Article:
Like thousands of podcasts naïfs, I first began using my iPhone’s built-in Podcast app to listen to Serial, whose twelve episodes delved into one ongoing true crime story, the facts of which are still being uncovered. Incredibly addicting and immensely popular, Serial came into my life during a particularly unpleasant layover and five-hour flight delay upon attempting to return to Seattle after last year’s holidays. The podcast format was instantly appealing to me, especially when I was disheveled and exhausted and not wanting to engage my plane neighbor in conversation.
Criminal has since become the leading episodic true crime podcast on the air, ranked 23rd on iTunes’ top audio charts (as of this writing). Each episode’s self-contained story seeks to cover “stories of people who’ve done wrong, been wronged, or gotten caught somewhere in the middle.” It is this moral ambiguity and neutrality that drives many of the stories on Criminal, and co-creators Phoebe Judge, Lauren Spohrer and Eric Mennel have produced 29 unique episodes to date, each with a compelling story and meticulous production.
Based in Durham, North Carolina, the Criminal team set up a whirlwind tour of the West Coast, stopping in Seattle for a live show at the downtown Showbox on Sunday, November 1. With the exception of one story they had just released the Friday before [Episode 29, “Officer Talon”], it was all new material. In an interview before the show, Judge said that the “Officer Talon” piece was chosen “because it’s a fun story to see with visuals.” The four stories were mixed and narrated live, with producer Lauren Spohrer playing clips and music.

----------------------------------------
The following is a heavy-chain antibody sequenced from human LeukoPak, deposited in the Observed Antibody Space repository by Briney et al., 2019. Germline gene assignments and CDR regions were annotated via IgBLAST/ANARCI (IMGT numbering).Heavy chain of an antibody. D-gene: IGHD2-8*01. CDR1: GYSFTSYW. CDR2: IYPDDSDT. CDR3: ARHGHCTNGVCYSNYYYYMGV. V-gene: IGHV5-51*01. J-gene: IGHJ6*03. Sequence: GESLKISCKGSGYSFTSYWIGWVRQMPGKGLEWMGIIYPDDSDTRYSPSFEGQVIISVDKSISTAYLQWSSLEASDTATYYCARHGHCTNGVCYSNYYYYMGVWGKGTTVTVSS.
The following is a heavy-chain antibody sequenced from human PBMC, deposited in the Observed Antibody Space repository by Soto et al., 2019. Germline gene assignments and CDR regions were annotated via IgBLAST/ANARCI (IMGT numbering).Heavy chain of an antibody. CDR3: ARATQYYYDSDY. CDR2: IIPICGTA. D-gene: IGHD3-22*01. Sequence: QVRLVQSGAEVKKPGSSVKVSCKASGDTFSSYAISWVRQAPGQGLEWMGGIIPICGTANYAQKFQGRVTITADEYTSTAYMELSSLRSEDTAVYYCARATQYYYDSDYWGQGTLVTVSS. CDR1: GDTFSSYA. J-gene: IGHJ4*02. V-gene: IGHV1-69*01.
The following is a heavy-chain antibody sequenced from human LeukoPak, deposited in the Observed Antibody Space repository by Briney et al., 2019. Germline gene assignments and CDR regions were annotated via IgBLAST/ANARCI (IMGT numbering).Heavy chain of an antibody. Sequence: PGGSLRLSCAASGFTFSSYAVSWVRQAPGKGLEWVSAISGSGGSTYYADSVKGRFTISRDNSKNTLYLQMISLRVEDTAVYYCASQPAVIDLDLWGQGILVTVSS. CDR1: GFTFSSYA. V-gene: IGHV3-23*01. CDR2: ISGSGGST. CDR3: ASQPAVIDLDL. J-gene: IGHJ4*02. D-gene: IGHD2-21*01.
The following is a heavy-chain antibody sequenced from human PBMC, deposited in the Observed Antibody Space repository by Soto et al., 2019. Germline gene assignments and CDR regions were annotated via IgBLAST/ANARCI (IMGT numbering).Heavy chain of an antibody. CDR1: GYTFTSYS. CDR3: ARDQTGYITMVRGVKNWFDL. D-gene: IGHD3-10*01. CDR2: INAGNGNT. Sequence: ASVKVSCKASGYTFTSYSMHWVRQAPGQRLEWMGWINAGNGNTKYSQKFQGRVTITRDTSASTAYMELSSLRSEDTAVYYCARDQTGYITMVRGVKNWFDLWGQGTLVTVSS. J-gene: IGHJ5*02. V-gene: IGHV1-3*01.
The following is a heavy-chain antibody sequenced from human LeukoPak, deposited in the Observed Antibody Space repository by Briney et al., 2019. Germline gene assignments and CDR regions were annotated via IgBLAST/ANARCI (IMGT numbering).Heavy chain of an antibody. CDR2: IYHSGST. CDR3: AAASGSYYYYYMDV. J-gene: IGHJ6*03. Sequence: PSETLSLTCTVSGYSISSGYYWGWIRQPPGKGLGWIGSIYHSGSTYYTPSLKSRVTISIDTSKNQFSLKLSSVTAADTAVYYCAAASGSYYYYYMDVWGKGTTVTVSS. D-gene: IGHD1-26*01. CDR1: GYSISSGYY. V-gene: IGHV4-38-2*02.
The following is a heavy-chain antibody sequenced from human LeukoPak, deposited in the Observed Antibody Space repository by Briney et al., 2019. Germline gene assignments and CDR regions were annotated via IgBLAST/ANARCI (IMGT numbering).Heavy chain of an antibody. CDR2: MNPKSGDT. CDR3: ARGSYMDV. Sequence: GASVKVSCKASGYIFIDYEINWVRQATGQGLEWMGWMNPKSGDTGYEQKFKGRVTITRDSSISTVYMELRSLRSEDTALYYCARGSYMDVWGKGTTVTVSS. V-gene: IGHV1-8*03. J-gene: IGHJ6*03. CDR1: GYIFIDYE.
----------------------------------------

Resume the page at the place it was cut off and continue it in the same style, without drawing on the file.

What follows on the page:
“Really it means there’s a number of ways that we can screw up,” Judge noted. “But then we also have this band with us, Elephant Micah, they came with us this summer [on tour] to Brooklyn; they also constructed new murder ballads for us, and we thought, why not bring them with us again? So they’ve created whole new original arrangements of old crime songs, and they’re going to play them as well.”
As so much of the Criminal podcast is interview-based–really, the entire narrative is constructed around them–I was curious whether they would be having any live, on-stage interviews.
“We did those in the past, and they’re great, but it’s a wild card. It’s hard to manufacture over and over in different cities. And I think that for a while, we thought you have to have live interviews, you have to have something more than me speaking into a microphone, but I think people are here because they like the podcast. So I think we were trying to figure this whole thing out, then finally we said, wait a second, we don’t have to do anything more than put forth good new stories.”
And in putting forth good new stories, Criminal never disappoints.
The first segment of the show, “Officer Talon,” recounted the story of North Carolina police officer Corporal Scott Foster and his former prized K9 partner Talon (and the complications and jealousy associated with Foster’s new partner, Vader, following Talon’s retirement). The episode speaks to the relationships between human and German Shepherd officers and the attack and tracking training that shapes dogs into effective members of the force. Complete with photographs of the canine officers, Corporal Foster, and a video of Judge (in full-body padded protection) being attacked by a police dog, the live experience was indeed like a media rich version of the episode. (The music was off for the first part of the segment, but I think the audience was too enthralled to notice.)